Soussou Language

Tips and Expectations for Learning Soussou


  1. Soussou is a difficult language to learn. This should be clear from the beginning. It is difficult for a number of reasons. As a relatively localized language, the vast majority of native speakers are located in Guinea, West Africa. This makes learning the language somewhat difficult, because this regional concentration has not led to extensive education of this language.
  2. Soussou is a Mande language, and as such, it is distinct from other types of languages more commonly taught in US schools. The most similar languages that are in this family that tend to be taught more often would be Bambara or Mandinka/Mandingo, which are spoken in Mali and the Gambia, respectively. As such, the precedent for similar languages is probably somewhat less than it would be with certain other languages that fall into more widely taught language families.
  3. Soussou is a beautiful language, and Soussou people are very kind and tend to enjoy the fact that you’re learning the language. Take this with a grain of salt though and remember that you’re a visitor, even when learning the language.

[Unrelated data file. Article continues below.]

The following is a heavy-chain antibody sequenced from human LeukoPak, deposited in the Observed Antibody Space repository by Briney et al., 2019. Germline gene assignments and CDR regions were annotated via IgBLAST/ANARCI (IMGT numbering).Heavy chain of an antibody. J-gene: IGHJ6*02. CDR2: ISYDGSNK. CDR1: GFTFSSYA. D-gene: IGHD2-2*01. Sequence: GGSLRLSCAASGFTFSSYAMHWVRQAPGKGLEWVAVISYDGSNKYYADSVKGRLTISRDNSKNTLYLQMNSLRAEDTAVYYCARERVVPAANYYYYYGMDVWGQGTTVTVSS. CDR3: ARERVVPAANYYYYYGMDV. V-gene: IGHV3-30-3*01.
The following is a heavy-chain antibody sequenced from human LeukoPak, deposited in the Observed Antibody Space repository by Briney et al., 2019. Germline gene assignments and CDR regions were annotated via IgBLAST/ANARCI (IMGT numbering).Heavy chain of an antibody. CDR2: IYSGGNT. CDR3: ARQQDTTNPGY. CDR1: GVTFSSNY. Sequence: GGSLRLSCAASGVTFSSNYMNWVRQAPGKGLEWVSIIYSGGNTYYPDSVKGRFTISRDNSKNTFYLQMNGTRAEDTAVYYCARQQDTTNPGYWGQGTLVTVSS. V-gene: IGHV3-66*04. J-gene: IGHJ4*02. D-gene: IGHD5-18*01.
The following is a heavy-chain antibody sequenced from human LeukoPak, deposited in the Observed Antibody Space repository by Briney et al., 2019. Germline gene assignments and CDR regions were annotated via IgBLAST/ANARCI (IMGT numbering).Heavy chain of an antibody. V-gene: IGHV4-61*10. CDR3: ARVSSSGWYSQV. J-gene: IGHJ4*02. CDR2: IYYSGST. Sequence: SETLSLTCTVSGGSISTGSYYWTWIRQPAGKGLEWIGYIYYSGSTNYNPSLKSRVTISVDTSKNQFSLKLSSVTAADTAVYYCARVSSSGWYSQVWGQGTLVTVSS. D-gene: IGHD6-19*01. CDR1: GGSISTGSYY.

4. Language learning takes work, especially for a language with as few resources available to new learners as Soussou. Expect that you will have to meet and talk with native speakers, usually in French. Also expect that you will need to take your own notes and essentially put together your own textbook. This is a good exercise in language learning though.



  1. Try to meet as often as you can with your language learning community (teachers, mentors, friends, etc.). This will give you a good amount of daily practice that will greatly aid you in language learning. Consistent structure and practice are two key components to language learning.
  2. Try to understand how you learn best. Think about what methods work best for you (notes, flashcards, dialogues, textbooks, etc.) and try to utilize them to the best of your abilities.
  3. Make use of audio materials. Soussou is a tonal language, so using correct pronunciation is quite important. Although it seems less tonal than some other languages, there are many times that changes in tone will lead to mistakes between entirely different words.
  4. Try to find non-academic resources to listen to. Look on YouTube and importantly, ask native speakers. Think about things such as music or movies. These will be easy and hopefully fun/entertaining additions to the work you’re already doing in your class/mentorship sessions.


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Resources for Self-Instructional Learners of Less Commonly Taught Languages Copyright © by University of Wisconsin-Madison Students in African 671 is licensed under a Creative Commons Attribution-NonCommercial-ShareAlike 4.0 International License, except where otherwise noted.